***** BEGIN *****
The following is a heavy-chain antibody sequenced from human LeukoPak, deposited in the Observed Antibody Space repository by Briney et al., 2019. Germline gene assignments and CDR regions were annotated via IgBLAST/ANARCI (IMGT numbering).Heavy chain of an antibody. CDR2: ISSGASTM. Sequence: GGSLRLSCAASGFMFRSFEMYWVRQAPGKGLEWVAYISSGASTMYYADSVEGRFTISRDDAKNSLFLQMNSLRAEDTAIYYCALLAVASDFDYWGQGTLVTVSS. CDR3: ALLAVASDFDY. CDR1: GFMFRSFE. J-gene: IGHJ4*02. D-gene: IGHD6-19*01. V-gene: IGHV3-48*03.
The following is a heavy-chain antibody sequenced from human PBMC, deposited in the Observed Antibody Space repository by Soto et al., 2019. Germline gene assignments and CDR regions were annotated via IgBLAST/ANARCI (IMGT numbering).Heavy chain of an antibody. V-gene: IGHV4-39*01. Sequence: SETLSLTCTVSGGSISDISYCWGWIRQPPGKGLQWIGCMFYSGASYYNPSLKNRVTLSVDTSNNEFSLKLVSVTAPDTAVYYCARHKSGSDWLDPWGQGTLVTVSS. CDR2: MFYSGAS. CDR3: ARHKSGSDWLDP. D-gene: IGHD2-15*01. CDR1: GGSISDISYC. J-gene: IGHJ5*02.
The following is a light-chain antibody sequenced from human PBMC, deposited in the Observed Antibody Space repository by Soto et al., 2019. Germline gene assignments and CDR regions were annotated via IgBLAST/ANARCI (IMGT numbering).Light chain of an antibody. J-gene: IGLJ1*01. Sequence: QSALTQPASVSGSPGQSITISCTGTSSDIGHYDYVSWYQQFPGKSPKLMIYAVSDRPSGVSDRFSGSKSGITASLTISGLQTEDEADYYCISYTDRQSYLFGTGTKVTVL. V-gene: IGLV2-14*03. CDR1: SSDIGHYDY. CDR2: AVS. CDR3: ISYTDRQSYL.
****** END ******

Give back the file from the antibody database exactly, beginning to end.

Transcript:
The following is a heavy-chain antibody sequenced from human LeukoPak, deposited in the Observed Antibody Space repository by Briney et al., 2019. Germline gene assignments and CDR regions were annotated via IgBLAST/ANARCI (IMGT numbering).Heavy chain of an antibody. CDR2: ISSGASTM. Sequence: GGSLRLSCAASGFMFRSFEMYWVRQAPGKGLEWVAYISSGASTMYYADSVEGRFTISRDDAKNSLFLQMNSLRAEDTAIYYCALLAVASDFDYWGQGTLVTVSS. CDR3: ALLAVASDFDY. CDR1: GFMFRSFE. J-gene: IGHJ4*02. D-gene: IGHD6-19*01. V-gene: IGHV3-48*03.
The following is a heavy-chain antibody sequenced from human PBMC, deposited in the Observed Antibody Space repository by Soto et al., 2019. Germline gene assignments and CDR regions were annotated via IgBLAST/ANARCI (IMGT numbering).Heavy chain of an antibody. V-gene: IGHV4-39*01. Sequence: SETLSLTCTVSGGSISDISYCWGWIRQPPGKGLQWIGCMFYSGASYYNPSLKNRVTLSVDTSNNEFSLKLVSVTAPDTAVYYCARHKSGSDWLDPWGQGTLVTVSS. CDR2: MFYSGAS. CDR3: ARHKSGSDWLDP. D-gene: IGHD2-15*01. CDR1: GGSISDISYC. J-gene: IGHJ5*02.
The following is a light-chain antibody sequenced from human PBMC, deposited in the Observed Antibody Space repository by Soto et al., 2019. Germline gene assignments and CDR regions were annotated via IgBLAST/ANARCI (IMGT numbering).Light chain of an antibody. J-gene: IGLJ1*01. Sequence: QSALTQPASVSGSPGQSITISCTGTSSDIGHYDYVSWYQQFPGKSPKLMIYAVSDRPSGVSDRFSGSKSGITASLTISGLQTEDEADYYCISYTDRQSYLFGTGTKVTVL. V-gene: IGLV2-14*03. CDR1: SSDIGHYDY. CDR2: AVS. CDR3: ISYTDRQSYL.